While I haven’t served in the military or fire services, I did serve as a reservist with the Orange County Sheriff’s Department for eight years, working with full-time LEOs and with other geeks in the High Tech Services Reserve Unit, so I have a clue how law enforcement agencies work, and how ugly Internet-based crimes can be. I’ve also trained with the LAFD Community Emergency Response Team (CERT) program off and on since 2008. And I’m a disaster survivor, having watched as over 80% of my neighborhood was incinerated in the Station Fire in 2009. I understand the potential consequences of bad incident response and management, both personally and professionally, and I know without question that one person can make an enormous difference.
After wrestling a while with my doubts and insecurities, I made the decision to shift career tracks to InfoSec. I re-enrolled at SLU, declaring my major as Cybersecurity and started whittling away at classes. Then I learned about the SANS CyberTalent program and its Immersion Academy for Women. I took the aptitude test, filled out and sent in the forms, and was accepted as one of 24 participants in the 2017 cohort, out of around 300 applicants. As of this writing, I have completed two of three certificates offered through the Academy, and I expect to achieve the third in time for Christmas. (Update: I took and passed the GCFE exam before New Year’s.)
The ultimate step off the ledge, however, was when I quit my job last May, leaving web development behind so I could fully immerse myself in this strange new world of hackers and crackers and Red Teams and Blue. Since then I have overclocked my brain, blown my buffers, and melted my cortex more times than I can count, and I love it.
I love it because I’m able to leverage what I already know and apply it to a field that is both broad and deep.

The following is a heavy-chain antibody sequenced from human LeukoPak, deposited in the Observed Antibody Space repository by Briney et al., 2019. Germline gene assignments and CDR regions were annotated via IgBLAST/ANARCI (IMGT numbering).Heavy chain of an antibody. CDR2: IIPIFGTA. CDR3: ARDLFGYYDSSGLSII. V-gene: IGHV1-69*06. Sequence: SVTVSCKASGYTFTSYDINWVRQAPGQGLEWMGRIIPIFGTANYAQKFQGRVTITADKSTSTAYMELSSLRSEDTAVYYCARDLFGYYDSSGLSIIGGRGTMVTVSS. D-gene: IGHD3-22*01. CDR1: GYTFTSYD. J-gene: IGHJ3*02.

I love it because the challenges I face have the potential to make a difference, even if it’s only a small difference in the grand scheme of things.
And I love it because of the people I have met and befriended since starting this new and bizarre path. They might not make me feel sane, but they understand my kind of crazy.
I don’t even mind that I have to brush up on some languages I haven’t used in a while, not to mention learning a few new ones.
I have no idea what tomorrow will bring. I am like Alice, peering over the edge of the rabbit hole, wondering how deep it really goes. This much I do know:
- Information/Cybersecurity is becoming more important to our world by the minute. Don’t believe me? Does Equifax ring any bells?
- Ordinary people, people like my mother, who is as non-geek as it is possible to be, who can’t find the “any” key on a good day, cannot protect themselves. They do not understand technology, and they never will. It doesn’t matter that they use it every day. Its inner workings are, and always will be, alien to them.
- There are bad people out there who would gleefully strip my mother, all her friends, and even her dog, of everything they possess without a moment’s hesitation. It doesn’t matter whether their motivations are greed or ideology. The threat they pose is real, and the consequences they inflict on others grow more extreme all the time.
- And there are other people, people like me who are willing and able to fight on behalf of the innocent, knowing that we won’t win every battle in cyberspace, but also knowing that the effort is worthwhile, regardless.
Looks like I found that spark.
(Note: Originally published on LinkedIn)